Batik (Javanese for “wax painting”), both the technique of textile design by negative, or resist, dyeing and the resulting fabric. Designs are first painted on both sides of a cloth in melted wax, traditionally poured from a copper pot with several spouts. The cloth is then dipped in dye, which is absorbed by the uncovered areas but resisted by the waxed areas; the result is a light pattern on a dark ground. After the wax is removed (by boiling or dissolving), the process may be repeated many times with other colored dyes to achieve great intricacy of design and richness of color. Batik, known to the ancient Sumerians, was developed into an art of great beauty by the Javanese and other Indonesian peoples. They used traditional geometric or floral motifs, often symbols of religion or social status, most frequently in blue and brown tones. Batik was introduced to Europe by Dutch merchants in the 17th century.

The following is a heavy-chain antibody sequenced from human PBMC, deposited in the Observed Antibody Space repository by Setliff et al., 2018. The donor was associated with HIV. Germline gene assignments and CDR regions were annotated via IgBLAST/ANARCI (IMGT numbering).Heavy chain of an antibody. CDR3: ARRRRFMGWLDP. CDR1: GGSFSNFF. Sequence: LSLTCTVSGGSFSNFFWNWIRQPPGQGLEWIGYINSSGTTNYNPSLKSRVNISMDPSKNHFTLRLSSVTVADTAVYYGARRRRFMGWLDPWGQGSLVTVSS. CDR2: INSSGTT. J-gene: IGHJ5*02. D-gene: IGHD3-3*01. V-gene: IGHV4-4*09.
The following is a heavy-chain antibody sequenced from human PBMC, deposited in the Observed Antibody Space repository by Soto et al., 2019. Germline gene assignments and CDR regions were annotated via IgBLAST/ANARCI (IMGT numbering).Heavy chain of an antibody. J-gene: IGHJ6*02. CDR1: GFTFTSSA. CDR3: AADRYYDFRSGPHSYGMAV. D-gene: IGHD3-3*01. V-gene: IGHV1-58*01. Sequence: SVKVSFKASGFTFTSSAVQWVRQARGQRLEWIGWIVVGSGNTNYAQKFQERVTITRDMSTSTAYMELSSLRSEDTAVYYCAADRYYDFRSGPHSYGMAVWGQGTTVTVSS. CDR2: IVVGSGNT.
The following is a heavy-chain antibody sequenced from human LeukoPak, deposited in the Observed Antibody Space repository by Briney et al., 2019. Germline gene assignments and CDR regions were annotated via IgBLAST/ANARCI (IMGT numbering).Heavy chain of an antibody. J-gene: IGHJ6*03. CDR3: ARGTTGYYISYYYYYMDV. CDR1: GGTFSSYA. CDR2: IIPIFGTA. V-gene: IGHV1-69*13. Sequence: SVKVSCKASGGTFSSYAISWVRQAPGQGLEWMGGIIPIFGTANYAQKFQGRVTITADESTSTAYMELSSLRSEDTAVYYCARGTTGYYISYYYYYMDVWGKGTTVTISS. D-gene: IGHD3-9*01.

Indonesian batik fabrics have become a common export product for the quilting trade. However, the batik fabrics that I choose are not mass-produced and still made by co-ops of people who are committed to maintaining the integrity of the process and are paid appropriately for their superior skills.
Tie-dye is a process of resist dyeing textiles made from knit or woven fabric, usually cotton; typically using bright colors. Traditonal tie-dye techniques have also been used for centuries in the Hausa region of West Africa, Peru and Thailand.